Kushite King Piye Conquers Upper Egypt (Great Events from History: The Ancient World, Prehistory-476)
Article abstract: Piye conquered Egypt and restored its splendor, renewing its cultural traditions as well as increasing its political power.
Summary of Event
The vast expanse of Sudan, Africa’s largest nation in modern times, contains much evidence of advanced ancient civilizations. In northern Sudan, several early cultures exerted influences that spread to Egypt, which eventually dominated the lower half of the Nile River basin. Lured by the region’s gold, the Egyptians conquered the Sudanese kingdom of Kush, the region known later in the ancient period as Nubia. So valued was this colony that one of the highest offices meted out by the pharaohs was that of viceroy (governor) of Kush. As Egypt’s power waxed, Kush’s contributions to its powerful northern neighbor’s civilization were often obscured.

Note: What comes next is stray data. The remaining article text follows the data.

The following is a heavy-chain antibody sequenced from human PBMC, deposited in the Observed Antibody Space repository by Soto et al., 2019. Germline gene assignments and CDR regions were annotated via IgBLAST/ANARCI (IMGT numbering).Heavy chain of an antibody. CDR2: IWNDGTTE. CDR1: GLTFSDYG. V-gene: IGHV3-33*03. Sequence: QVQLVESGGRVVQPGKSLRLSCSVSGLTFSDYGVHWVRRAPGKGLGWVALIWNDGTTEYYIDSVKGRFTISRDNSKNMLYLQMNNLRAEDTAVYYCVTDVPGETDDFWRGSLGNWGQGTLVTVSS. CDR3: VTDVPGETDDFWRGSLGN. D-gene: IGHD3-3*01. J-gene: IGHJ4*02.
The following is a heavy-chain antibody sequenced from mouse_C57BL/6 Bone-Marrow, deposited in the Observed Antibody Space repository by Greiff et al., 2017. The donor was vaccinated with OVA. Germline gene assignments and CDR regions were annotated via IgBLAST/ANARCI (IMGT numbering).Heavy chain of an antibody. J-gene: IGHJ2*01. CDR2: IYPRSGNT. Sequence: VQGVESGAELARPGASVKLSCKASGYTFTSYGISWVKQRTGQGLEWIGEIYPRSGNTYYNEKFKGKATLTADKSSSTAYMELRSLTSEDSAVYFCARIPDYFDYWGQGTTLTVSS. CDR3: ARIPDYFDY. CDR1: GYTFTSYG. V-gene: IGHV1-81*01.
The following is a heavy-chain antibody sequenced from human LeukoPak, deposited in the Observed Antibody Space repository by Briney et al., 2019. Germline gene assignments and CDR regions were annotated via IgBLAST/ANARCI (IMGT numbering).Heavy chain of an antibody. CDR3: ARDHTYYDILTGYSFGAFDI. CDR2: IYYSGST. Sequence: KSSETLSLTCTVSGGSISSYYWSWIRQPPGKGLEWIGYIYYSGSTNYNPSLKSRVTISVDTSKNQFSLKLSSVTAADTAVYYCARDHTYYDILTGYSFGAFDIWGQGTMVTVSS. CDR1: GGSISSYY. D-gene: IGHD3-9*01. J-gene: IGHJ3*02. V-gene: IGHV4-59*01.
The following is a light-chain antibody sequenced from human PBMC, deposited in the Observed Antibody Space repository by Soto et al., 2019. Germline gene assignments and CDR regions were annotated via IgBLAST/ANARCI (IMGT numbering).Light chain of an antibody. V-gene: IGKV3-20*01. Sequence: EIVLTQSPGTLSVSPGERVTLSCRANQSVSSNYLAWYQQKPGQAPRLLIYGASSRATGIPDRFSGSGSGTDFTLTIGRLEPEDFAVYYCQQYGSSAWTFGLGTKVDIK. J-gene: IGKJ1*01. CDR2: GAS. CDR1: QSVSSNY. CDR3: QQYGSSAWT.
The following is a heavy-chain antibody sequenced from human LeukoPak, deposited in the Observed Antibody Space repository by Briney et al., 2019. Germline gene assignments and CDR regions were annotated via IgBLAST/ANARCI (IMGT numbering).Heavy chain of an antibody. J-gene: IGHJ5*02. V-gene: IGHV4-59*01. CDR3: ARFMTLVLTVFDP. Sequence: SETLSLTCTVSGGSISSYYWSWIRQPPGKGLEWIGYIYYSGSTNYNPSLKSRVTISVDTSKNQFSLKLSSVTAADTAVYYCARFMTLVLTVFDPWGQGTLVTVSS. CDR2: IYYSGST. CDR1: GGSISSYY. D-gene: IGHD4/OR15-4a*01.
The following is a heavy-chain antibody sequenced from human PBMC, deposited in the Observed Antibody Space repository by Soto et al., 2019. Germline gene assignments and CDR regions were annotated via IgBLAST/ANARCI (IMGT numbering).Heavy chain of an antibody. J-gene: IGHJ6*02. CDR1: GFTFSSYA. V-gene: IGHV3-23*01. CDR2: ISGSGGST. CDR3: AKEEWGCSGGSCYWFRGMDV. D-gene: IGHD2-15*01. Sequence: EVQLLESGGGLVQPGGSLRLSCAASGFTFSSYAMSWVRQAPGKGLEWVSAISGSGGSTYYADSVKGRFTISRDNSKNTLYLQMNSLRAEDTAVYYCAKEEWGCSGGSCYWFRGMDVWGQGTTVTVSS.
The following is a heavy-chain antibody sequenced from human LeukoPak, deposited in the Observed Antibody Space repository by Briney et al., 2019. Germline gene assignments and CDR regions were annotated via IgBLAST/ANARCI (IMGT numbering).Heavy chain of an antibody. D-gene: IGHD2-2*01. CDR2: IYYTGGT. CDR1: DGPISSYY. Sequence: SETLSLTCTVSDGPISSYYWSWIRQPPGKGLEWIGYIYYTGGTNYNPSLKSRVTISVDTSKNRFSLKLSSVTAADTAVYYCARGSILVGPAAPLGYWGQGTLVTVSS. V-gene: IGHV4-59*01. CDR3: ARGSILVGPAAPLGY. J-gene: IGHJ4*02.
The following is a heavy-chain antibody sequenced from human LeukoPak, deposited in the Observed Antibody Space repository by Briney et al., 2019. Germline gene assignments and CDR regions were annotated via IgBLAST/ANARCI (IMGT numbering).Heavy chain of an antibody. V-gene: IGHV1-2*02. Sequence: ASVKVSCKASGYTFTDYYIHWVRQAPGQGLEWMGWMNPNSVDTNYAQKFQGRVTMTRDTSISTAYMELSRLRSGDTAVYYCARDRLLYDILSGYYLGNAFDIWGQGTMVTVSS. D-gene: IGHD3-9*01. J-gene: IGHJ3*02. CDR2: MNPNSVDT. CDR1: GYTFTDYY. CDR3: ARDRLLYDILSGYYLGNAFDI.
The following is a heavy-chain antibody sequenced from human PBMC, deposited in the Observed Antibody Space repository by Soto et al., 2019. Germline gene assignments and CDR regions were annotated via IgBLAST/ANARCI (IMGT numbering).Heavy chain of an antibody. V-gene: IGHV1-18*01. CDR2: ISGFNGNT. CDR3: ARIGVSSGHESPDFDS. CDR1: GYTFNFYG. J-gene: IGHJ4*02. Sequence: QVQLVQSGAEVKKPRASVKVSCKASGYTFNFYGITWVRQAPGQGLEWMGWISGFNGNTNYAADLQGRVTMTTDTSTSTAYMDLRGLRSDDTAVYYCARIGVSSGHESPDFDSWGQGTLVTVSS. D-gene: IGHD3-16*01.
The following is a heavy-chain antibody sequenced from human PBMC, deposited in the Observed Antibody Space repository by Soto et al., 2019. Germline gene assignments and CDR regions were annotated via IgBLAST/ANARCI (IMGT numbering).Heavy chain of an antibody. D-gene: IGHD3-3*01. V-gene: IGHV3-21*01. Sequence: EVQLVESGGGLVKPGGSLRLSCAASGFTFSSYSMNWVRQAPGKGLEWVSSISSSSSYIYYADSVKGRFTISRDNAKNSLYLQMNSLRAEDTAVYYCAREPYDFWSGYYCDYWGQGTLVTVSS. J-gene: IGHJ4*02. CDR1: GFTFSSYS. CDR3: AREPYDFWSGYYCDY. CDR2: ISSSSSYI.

The New Kingdom period (c. 1570-c. 1069 b.c.e.), the zenith of Egypt’s power, ended when Kush freed itself from Egyptian rule. Around 1087, Viceroy Panehsy of Kush led a rebellion against Egypt and occupied the Upper Egyptian capital, Thebes. Around 1080, Theban high priest Herihor successfully led the priests of the sun god Amen-Ra in a revolt against the Kushites, and Upper Egypt became a theocracy. The Kushites then created an independent kingdom in the south, while the kings of the Twenty-first Dynasty (1069-945) ruled the Nile Delta from Tanis.
By the eighth century b.c.e., Egypt’s...
(The entire section is 1524 words.)
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